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Grounds for Divorce

Not sure whether you or your partner can legally seek a divorce? Well, in England and Wales there is technically only one ground for divorce and that is that ‘the marriage has irretrievably broken down’.

However, because this is such a wide concept the Courts have provided a list of five facts that can be used to show that the marriage has ‘broken down’. If you can provide the Courts with evidence of one of these five facts then you will be entitled to a divorce. There is no need for you to dwell on the details though – leave that to us!

Not sure whether you or your partner can legally seek a divorce? Well, in England and Wales there is technically only one ground for divorce and that is that ‘the marriage has irretrievably broken down’.

However, because this is such a wide concept the Courts have provided a list of five facts that can be used to show that the marriage has ‘broken down’. If you can provide the Courts with evidence of one of these five facts then you will be entitled to a divorce. There is no need for you to dwell on the details though – leave that to us!

We can quickly help you establish which of the five facts is the most appropriate to your circumstances during your free initial consultation. We are available over the phone, or in person, just give us a call on 0333 456 4444 to see if you’re eligible.

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The Five Facts of Divorce

1) Adultery

To use this fact as the basis of divorce your spouse must have had sexual intercourse with someone else (of the opposite sex) and you must now find it intolerable to continue living with them. If your spouse has had an extra-marital relationship without sexual intercourse – or if it was with someone of the same sex – this legal definition of adultery doesn’t apply and unreasonable behaviour is the recommended basis for your divorce.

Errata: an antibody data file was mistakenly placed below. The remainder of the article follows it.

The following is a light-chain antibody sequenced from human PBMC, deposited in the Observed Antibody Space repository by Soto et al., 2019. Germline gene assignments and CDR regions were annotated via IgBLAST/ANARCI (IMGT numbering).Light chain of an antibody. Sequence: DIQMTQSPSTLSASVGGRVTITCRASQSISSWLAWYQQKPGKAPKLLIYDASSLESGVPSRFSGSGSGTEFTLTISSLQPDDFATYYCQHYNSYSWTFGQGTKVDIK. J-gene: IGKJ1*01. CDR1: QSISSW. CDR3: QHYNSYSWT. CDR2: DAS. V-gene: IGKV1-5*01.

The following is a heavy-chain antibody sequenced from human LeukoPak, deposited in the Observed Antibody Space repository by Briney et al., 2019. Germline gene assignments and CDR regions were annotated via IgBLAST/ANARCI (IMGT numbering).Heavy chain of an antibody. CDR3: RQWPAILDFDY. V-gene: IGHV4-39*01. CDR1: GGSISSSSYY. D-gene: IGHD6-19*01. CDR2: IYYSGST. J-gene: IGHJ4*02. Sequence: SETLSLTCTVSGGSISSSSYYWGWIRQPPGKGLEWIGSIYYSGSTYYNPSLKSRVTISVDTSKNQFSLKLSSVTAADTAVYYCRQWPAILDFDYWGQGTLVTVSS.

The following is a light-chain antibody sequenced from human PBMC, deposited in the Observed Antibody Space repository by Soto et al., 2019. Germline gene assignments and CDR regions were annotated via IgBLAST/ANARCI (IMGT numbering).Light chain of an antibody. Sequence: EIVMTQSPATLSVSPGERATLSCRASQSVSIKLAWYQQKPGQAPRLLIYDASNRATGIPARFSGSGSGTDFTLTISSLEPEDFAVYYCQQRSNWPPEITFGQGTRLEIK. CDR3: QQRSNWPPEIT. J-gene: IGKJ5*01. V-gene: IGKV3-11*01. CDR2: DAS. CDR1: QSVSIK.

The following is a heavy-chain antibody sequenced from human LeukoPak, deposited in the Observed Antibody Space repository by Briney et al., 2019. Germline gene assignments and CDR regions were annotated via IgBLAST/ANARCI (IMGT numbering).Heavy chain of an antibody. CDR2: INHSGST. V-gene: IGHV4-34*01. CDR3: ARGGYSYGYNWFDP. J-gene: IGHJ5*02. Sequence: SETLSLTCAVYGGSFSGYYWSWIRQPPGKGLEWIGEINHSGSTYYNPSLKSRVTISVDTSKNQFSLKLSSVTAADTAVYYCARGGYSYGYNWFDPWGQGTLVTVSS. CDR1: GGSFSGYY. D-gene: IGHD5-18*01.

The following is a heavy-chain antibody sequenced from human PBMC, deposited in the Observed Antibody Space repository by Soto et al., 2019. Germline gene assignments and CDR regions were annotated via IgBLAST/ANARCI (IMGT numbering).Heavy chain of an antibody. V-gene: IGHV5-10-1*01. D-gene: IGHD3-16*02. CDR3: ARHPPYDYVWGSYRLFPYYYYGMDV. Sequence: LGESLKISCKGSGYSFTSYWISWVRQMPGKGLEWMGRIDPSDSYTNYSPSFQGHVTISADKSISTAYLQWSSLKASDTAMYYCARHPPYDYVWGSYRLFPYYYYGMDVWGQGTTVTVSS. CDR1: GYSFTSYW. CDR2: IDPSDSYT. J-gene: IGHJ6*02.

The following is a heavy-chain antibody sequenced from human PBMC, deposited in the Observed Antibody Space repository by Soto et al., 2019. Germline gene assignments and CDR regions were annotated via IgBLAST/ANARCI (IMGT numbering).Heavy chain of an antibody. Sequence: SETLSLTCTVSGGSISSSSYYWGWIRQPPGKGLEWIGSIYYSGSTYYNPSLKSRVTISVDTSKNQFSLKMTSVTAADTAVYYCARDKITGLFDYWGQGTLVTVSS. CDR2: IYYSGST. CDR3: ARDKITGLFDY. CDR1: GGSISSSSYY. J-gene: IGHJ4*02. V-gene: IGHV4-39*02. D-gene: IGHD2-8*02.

The use of adultery as the basis of divorce is not as common as most people think. There are further restricting conditions relating to your knowledge of the adultery and, without your spouse admitting to the affair, it is particularly difficult to prove.

2) Unreasonable Behaviour

This is the most common basis for divorce and is sometimes referred to as the ‘catch all’. It can cover a wide range of behaviour and, provided that the divorce petition is correctly drafted, can include the seemingly trivial as well as the most outrageous.  Clients often ask whether using or accepting ‘unreasonable behaviour’ as the basis of a divorce will adversely affect the financial settlement. In most cases the answer is ‘No’.

3) Desertion

This is the least used of the five facts because it is technical and difficult to prove. It has become somewhat obsolete following the Courts willingness to accept a spouse’s disappearance as an example of unreasonable behaviour.

4) Two Year Separation

This is the most frequently used basis for divorce when both parties have agreed that their marriage has come to an end but they are in no rush for a divorce. As there is no element of blame, divorces of this kind are common where the parties have remained on good terms. You will need the consent of your spouse to divorce on this basis.

At your free consultation we will be able to discuss with you the Court’s interpretation of ‘separated’ and help you calculate the overall period of your separation. We can also advise you on the real meaning of separated; it is sometimes possible to rely on this fact even if you are both still living under the same roof.

5) Five Year Separation

This final fact is rarely used as the basis of a divorce petition as most people prefer to get divorced soon after their separation. However it is of great importance to those who have been unable to rely on any of the other facts. You and your spouse must have lived apart for a period of five years prior to the presentation of the divorce petition and there is no need for your spouse’s consent. Interestingly, although all divorces can be contested, this is the only fact where there exists a legal defence to divorce.

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